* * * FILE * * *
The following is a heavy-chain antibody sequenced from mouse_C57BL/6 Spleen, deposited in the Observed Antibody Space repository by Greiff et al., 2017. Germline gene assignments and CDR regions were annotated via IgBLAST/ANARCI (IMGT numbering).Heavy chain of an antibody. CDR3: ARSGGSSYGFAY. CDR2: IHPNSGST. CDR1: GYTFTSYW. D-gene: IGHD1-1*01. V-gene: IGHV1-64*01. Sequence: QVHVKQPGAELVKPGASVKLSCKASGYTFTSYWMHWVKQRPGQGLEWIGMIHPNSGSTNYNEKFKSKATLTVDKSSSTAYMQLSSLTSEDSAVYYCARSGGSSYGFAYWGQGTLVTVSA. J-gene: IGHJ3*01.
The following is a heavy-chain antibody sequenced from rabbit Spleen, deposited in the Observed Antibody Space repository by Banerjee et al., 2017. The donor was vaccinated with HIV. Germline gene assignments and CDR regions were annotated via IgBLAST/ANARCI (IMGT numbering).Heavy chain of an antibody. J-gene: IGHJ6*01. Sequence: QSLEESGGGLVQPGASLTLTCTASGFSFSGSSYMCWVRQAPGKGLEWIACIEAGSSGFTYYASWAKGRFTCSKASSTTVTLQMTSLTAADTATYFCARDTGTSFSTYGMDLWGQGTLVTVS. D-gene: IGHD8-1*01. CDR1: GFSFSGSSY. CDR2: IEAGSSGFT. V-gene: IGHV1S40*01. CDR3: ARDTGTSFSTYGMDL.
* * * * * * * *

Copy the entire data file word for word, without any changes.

The following is a heavy-chain antibody sequenced from mouse_C57BL/6 Spleen, deposited in the Observed Antibody Space repository by Greiff et al., 2017. Germline gene assignments and CDR regions were annotated via IgBLAST/ANARCI (IMGT numbering).Heavy chain of an antibody. CDR3: ARSGGSSYGFAY. CDR2: IHPNSGST. CDR1: GYTFTSYW. D-gene: IGHD1-1*01. V-gene: IGHV1-64*01. Sequence: QVHVKQPGAELVKPGASVKLSCKASGYTFTSYWMHWVKQRPGQGLEWIGMIHPNSGSTNYNEKFKSKATLTVDKSSSTAYMQLSSLTSEDSAVYYCARSGGSSYGFAYWGQGTLVTVSA. J-gene: IGHJ3*01.
The following is a heavy-chain antibody sequenced from rabbit Spleen, deposited in the Observed Antibody Space repository by Banerjee et al., 2017. The donor was vaccinated with HIV. Germline gene assignments and CDR regions were annotated via IgBLAST/ANARCI (IMGT numbering).Heavy chain of an antibody. J-gene: IGHJ6*01. Sequence: QSLEESGGGLVQPGASLTLTCTASGFSFSGSSYMCWVRQAPGKGLEWIACIEAGSSGFTYYASWAKGRFTCSKASSTTVTLQMTSLTAADTATYFCARDTGTSFSTYGMDLWGQGTLVTVS. D-gene: IGHD8-1*01. CDR1: GFSFSGSSY. CDR2: IEAGSSGFT. V-gene: IGHV1S40*01. CDR3: ARDTGTSFSTYGMDL.